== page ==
for a potential negative impact to the consumers”.
    The regulator’s specific concerns included “a lack of sufficient evidence from the BL& P showing that customers are willing to pay for the reduction in volatility; limitations around the consumer being able to benefit when the price of fuel falls; [and] and insufficient justification for the consumer to bear the full risk of a hedge programme in an environment where the BL& P has no control over the decisions made in the international arena”.
    “The Commission notes that according to the BL& P’s proposal, it incurs no risk in this strategy, as all of the risk of hedging is passed on to the customer,” the FTC stated.
    “This is especially important given that the BL& P has presented no evidence to support its assertion that the Barbadian customer is so risk-averse as to pay for the costs associated with a reduction in fuel price volatility.”
    However, in its motion for review of the decision, BL& P stressed that the FCA was intended for its full recovery of fuel and associated costs.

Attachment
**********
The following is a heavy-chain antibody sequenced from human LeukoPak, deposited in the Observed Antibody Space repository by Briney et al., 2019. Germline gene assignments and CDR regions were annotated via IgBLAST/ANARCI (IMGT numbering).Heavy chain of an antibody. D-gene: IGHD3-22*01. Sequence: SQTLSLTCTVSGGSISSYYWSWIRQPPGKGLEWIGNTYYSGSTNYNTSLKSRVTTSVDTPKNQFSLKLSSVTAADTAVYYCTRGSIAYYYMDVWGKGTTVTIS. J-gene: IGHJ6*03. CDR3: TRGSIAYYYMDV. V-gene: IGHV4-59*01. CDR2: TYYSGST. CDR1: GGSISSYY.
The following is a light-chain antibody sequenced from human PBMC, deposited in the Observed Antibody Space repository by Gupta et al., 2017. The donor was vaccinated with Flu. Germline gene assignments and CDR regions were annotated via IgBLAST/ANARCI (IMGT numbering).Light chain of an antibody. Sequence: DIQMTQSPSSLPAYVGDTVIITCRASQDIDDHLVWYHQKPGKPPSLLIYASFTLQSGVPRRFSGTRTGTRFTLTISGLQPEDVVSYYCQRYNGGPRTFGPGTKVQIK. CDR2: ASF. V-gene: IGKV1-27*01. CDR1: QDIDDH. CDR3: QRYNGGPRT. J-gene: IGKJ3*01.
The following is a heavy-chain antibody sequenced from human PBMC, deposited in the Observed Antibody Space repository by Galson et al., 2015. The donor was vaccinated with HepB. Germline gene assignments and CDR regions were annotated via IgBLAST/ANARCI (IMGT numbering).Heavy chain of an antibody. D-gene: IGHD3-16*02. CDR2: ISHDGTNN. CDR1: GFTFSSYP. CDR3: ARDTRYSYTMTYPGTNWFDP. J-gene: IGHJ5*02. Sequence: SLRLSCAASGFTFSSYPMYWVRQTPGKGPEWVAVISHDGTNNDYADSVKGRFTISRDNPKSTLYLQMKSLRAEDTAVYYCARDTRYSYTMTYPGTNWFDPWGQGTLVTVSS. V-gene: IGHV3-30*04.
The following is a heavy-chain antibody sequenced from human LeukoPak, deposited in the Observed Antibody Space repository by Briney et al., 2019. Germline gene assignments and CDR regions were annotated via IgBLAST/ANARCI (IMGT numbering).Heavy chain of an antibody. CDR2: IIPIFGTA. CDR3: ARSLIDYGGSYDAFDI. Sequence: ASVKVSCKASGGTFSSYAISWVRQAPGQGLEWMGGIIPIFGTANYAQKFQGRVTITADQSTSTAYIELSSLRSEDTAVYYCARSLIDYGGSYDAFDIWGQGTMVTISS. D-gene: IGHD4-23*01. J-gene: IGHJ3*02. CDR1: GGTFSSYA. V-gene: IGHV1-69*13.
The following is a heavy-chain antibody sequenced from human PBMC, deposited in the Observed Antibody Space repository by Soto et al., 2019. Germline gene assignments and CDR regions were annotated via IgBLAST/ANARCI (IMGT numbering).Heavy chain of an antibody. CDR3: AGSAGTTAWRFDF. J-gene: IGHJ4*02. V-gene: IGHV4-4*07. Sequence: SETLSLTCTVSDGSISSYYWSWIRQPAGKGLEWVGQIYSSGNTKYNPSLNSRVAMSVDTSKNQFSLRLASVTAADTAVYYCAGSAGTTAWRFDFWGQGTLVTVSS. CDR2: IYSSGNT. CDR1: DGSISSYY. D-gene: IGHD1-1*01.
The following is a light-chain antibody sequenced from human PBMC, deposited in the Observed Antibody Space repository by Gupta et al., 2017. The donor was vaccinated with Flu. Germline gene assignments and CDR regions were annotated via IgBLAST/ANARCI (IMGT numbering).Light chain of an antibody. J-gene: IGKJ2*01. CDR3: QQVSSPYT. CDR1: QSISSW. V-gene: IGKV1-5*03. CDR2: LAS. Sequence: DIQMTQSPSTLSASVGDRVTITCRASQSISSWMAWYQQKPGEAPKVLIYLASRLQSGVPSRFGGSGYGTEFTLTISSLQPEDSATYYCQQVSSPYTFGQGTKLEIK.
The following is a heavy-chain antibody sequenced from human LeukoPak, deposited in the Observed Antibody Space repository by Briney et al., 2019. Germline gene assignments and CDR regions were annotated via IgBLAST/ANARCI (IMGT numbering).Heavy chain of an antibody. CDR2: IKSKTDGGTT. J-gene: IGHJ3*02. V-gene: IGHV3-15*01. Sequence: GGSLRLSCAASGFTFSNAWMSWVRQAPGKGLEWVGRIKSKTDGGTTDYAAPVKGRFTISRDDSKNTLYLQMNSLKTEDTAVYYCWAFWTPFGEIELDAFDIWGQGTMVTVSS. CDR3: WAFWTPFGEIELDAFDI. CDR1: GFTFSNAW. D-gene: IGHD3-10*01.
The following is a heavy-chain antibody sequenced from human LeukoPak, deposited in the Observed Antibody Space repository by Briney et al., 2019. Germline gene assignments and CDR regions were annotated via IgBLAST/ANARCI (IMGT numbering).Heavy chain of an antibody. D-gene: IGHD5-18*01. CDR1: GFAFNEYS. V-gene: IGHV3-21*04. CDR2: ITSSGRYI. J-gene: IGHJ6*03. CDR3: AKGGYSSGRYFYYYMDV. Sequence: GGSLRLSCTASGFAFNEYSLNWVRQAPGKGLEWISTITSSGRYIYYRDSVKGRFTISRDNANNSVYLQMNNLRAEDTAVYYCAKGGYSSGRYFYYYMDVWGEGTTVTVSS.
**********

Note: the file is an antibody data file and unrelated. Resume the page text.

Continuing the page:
“[BL& P] makes no profit or loss on the acquisition of fuel at present and this cost is passed on wholesale to customers via the FCA. Associated costs related to the acquisition of fuel, such as storage costs, are also passed on,” it stated.
    “The decision now appears to seek to change this basic principle by introducing a speculative, profit-making element to the fuel charge, which distorts the nature and function of the FCA. Fuel costs are currently a direct pass-through to customers with no opportunity for [BL& P] to profit from the purchase transactions.
    “By allowing the [BL& P] to share in the gains and losses of the programme, the decision incentivises the [BL& P] to enter into hedges with the objective of securing a profit from the fluctuation of fuel prices,” it added.

    Source: Nation